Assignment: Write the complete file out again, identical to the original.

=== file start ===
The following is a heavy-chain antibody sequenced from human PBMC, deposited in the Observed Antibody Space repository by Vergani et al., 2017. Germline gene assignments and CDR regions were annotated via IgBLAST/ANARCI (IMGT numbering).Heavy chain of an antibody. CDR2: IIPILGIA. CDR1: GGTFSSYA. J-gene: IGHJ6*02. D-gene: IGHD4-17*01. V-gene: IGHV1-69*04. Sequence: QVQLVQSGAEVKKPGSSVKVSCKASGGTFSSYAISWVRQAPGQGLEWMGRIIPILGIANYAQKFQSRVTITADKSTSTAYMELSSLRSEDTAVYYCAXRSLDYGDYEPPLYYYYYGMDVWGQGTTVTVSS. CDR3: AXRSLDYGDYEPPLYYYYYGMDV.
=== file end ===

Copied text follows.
The following is a heavy-chain antibody sequenced from human PBMC, deposited in the Observed Antibody Space repository by Vergani et al., 2017. Germline gene assignments and CDR regions were annotated via IgBLAST/ANARCI (IMGT numbering).Heavy chain of an antibody. CDR2: IIPILGIA. CDR1: GGTFSSYA. J-gene: IGHJ6*02. D-gene: IGHD4-17*01. V-gene: IGHV1-69*04. Sequence: QVQLVQSGAEVKKPGSSVKVSCKASGGTFSSYAISWVRQAPGQGLEWMGRIIPILGIANYAQKFQSRVTITADKSTSTAYMELSSLRSEDTAVYYCAXRSLDYGDYEPPLYYYYYGMDVWGQGTTVTVSS. CDR3: AXRSLDYGDYEPPLYYYYYGMDV.